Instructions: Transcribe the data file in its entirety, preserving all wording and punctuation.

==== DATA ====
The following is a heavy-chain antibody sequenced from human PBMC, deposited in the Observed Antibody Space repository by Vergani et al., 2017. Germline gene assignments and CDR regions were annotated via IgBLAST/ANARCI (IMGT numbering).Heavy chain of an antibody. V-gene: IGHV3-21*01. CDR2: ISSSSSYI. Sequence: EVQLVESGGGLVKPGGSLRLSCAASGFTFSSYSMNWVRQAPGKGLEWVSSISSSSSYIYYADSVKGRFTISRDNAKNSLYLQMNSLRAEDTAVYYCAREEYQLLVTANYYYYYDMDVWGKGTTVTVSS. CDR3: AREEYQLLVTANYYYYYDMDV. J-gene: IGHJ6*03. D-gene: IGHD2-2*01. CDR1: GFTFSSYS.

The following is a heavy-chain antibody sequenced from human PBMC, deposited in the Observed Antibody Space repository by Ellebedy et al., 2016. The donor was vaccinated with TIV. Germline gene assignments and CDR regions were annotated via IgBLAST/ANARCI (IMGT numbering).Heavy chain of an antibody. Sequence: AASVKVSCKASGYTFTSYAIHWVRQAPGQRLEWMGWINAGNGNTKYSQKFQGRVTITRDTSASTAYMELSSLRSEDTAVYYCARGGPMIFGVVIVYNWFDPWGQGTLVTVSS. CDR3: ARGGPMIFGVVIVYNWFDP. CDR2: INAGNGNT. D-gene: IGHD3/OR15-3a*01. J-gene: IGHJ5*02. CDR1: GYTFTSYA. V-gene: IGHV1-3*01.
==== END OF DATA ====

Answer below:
The following is a heavy-chain antibody sequenced from human PBMC, deposited in the Observed Antibody Space repository by Vergani et al., 2017. Germline gene assignments and CDR regions were annotated via IgBLAST/ANARCI (IMGT numbering).Heavy chain of an antibody. V-gene: IGHV3-21*01. CDR2: ISSSSSYI. Sequence: EVQLVESGGGLVKPGGSLRLSCAASGFTFSSYSMNWVRQAPGKGLEWVSSISSSSSYIYYADSVKGRFTISRDNAKNSLYLQMNSLRAEDTAVYYCAREEYQLLVTANYYYYYDMDVWGKGTTVTVSS. CDR3: AREEYQLLVTANYYYYYDMDV. J-gene: IGHJ6*03. D-gene: IGHD2-2*01. CDR1: GFTFSSYS.

The following is a heavy-chain antibody sequenced from human PBMC, deposited in the Observed Antibody Space repository by Ellebedy et al., 2016. The donor was vaccinated with TIV. Germline gene assignments and CDR regions were annotated via IgBLAST/ANARCI (IMGT numbering).Heavy chain of an antibody. Sequence: AASVKVSCKASGYTFTSYAIHWVRQAPGQRLEWMGWINAGNGNTKYSQKFQGRVTITRDTSASTAYMELSSLRSEDTAVYYCARGGPMIFGVVIVYNWFDPWGQGTLVTVSS. CDR3: ARGGPMIFGVVIVYNWFDP. CDR2: INAGNGNT. D-gene: IGHD3/OR15-3a*01. J-gene: IGHJ5*02. CDR1: GYTFTSYA. V-gene: IGHV1-3*01.